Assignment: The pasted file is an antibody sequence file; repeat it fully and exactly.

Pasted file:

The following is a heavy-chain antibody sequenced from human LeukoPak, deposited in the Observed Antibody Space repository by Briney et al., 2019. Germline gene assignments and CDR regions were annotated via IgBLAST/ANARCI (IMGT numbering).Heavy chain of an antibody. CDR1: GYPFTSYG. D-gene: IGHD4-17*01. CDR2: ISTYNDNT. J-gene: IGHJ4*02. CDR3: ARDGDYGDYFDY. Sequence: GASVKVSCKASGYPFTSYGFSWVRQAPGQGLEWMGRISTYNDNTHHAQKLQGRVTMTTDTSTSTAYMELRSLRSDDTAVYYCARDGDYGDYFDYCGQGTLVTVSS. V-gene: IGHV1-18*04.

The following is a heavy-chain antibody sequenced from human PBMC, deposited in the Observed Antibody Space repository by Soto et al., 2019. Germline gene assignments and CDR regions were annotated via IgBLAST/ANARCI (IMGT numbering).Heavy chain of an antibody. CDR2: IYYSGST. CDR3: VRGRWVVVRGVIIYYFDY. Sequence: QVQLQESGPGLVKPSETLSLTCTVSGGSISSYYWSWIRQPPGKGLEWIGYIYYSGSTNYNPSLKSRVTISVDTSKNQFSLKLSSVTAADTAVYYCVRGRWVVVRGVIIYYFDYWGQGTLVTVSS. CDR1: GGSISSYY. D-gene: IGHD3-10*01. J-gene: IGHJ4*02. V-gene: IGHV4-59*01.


The following is a heavy-chain antibody sequenced from human LeukoPak, deposited in the Observed Antibody Space repository by Briney et al., 2019. Germline gene assignments and CDR regions were annotated via IgBLAST/ANARCI (IMGT numbering).Heavy chain of an antibody. CDR1: GYPFTSYG. D-gene: IGHD4-17*01. CDR2: ISTYNDNT. J-gene: IGHJ4*02. CDR3: ARDGDYGDYFDY. Sequence: GASVKVSCKASGYPFTSYGFSWVRQAPGQGLEWMGRISTYNDNTHHAQKLQGRVTMTTDTSTSTAYMELRSLRSDDTAVYYCARDGDYGDYFDYCGQGTLVTVSS. V-gene: IGHV1-18*04.

The following is a heavy-chain antibody sequenced from human PBMC, deposited in the Observed Antibody Space repository by Soto et al., 2019. Germline gene assignments and CDR regions were annotated via IgBLAST/ANARCI (IMGT numbering).Heavy chain of an antibody. CDR2: IYYSGST. CDR3: VRGRWVVVRGVIIYYFDY. Sequence: QVQLQESGPGLVKPSETLSLTCTVSGGSISSYYWSWIRQPPGKGLEWIGYIYYSGSTNYNPSLKSRVTISVDTSKNQFSLKLSSVTAADTAVYYCVRGRWVVVRGVIIYYFDYWGQGTLVTVSS. CDR1: GGSISSYY. D-gene: IGHD3-10*01. J-gene: IGHJ4*02. V-gene: IGHV4-59*01.